"The Moment of Truth" is the latest of a long series of despicable Fox reality shows that are based on the premise that all human beings have a price for which they will sell their principles, honor and dignity, and the related assumption that millions of American will want to watch them do so. A mind-numbingly slow-motion version of the game "Truth or Dare," "The Moment of Truth" asks venal contestants embarrassing questions as America and their loved ones look on. A prior session with a lie detector has determined (well, sort of: lie detectors are not very reliable) what the "true" answers are, and as long as the contestants keep answering honestly ("Yes, I belong to Al Qaeda"…"Yes, I once ate a puppy"… "Yes, I believe Roger Clemens never took steroids"…) he or she keeps winning money. One lie, however (at least according to the lie detector) and the winnings vanish.
Lauren Clari was a contestant who was obviously willing to admit to anything and hurt anybody for money. She admitted that she had been fired from a job for stealing. She confessed that she would rather give food to a dog than a homeless person. She said she knows secrets about her father that she keeps from her mother, and said she has avoided sex with her husband by pretending to be asleep. Yes, agreed Clari, she has taken off her wedding ring when out with friends. Yup, she sure was still in love with a former boyfriend on the day of her wedding to poor sap husband Frank, who looked as if he wished he was dead. Finally, the shameless show produced her old boyfriend and had him ask, "If I wanted to get back together with you, would you leave your husband?"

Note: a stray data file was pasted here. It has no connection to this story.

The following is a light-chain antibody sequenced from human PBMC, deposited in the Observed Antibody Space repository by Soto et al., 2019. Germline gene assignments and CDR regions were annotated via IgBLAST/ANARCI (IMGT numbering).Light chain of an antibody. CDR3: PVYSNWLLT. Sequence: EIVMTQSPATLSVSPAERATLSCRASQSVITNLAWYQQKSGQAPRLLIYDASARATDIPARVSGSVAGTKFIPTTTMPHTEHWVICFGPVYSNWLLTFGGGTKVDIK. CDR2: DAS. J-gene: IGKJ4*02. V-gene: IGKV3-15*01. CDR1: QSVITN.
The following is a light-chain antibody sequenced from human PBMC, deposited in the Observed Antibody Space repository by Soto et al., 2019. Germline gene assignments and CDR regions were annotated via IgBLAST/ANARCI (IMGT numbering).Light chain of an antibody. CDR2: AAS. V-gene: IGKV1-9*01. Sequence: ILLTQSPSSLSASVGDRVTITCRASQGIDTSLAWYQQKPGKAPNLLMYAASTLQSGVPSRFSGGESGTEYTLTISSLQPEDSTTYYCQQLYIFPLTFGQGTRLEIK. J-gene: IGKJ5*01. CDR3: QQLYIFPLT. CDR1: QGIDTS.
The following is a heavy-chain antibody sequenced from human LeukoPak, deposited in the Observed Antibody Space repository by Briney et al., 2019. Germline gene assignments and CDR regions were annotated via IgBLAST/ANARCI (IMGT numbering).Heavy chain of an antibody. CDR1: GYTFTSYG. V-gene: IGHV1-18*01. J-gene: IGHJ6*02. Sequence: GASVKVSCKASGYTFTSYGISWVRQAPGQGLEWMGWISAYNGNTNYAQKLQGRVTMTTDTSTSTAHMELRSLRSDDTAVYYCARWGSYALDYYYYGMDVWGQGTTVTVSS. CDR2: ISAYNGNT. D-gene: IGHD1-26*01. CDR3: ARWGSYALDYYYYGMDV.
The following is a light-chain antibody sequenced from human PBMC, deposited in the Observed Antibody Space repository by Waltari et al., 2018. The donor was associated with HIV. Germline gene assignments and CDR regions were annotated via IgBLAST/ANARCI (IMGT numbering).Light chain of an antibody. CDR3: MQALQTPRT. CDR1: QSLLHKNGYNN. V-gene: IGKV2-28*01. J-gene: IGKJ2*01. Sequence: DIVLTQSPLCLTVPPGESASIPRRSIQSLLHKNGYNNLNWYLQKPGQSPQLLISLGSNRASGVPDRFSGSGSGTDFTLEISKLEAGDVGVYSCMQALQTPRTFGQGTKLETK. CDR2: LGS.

Lauren Clari said "Yes."
Let us pause to say that as entertainment, this is right down there with bear-baiting and using a six-shooter to make drunks dance. Essentially, Fox is using the lure of money to get people to destroy their relationships and reputations on national television. This is exploitive and cruel, even if there is no shortage of greedy fools willing to accept the bait. The program degrades the contestants, anyone who tunes in, the network, the institution of television, the nation, the culture and the human race. This is the kind of morally D.O.A. show the late Paddy Chayevsky predicted would infect TV in his Academy Award-winning satire "Network." I never thought it would get this bad, but Paddy was right, and I was wrong.
Then came the fateful question that undid Lauren. She was asked if she thought she was a good person. Incredibly, the admitted liar, cheater and thief said yes. Now, studies show that about 90% of Americans say they think they are good people, when the evidence would indicate that a substantial number of them are deluded at best. But virtually none of them have also appeared on TV and accepted money to admit stealing from their employers, being unfaithful to their spouses, and lying to their parents in a setting guaranteed to cause their families acute emotional pain. How could a person who did these things actually think of themselves as "good"? If this is good, what is Lauren's definition of bad?
Well, the lie detector said she was lying: she didn't really think she was a good person. In a moment of irony almost too convoluted to decipher, Lauren Clari's lie preserved the hope that she actually had a conscience, while her truth-telling had indicated the converse. The money she had acquired by brutally admitting wrongdoing had been lost in denying the one shred of virtue she still possessed. And the most unethical television show on TV had taught a powerful ethics lesson.
If only I could figure out what it was!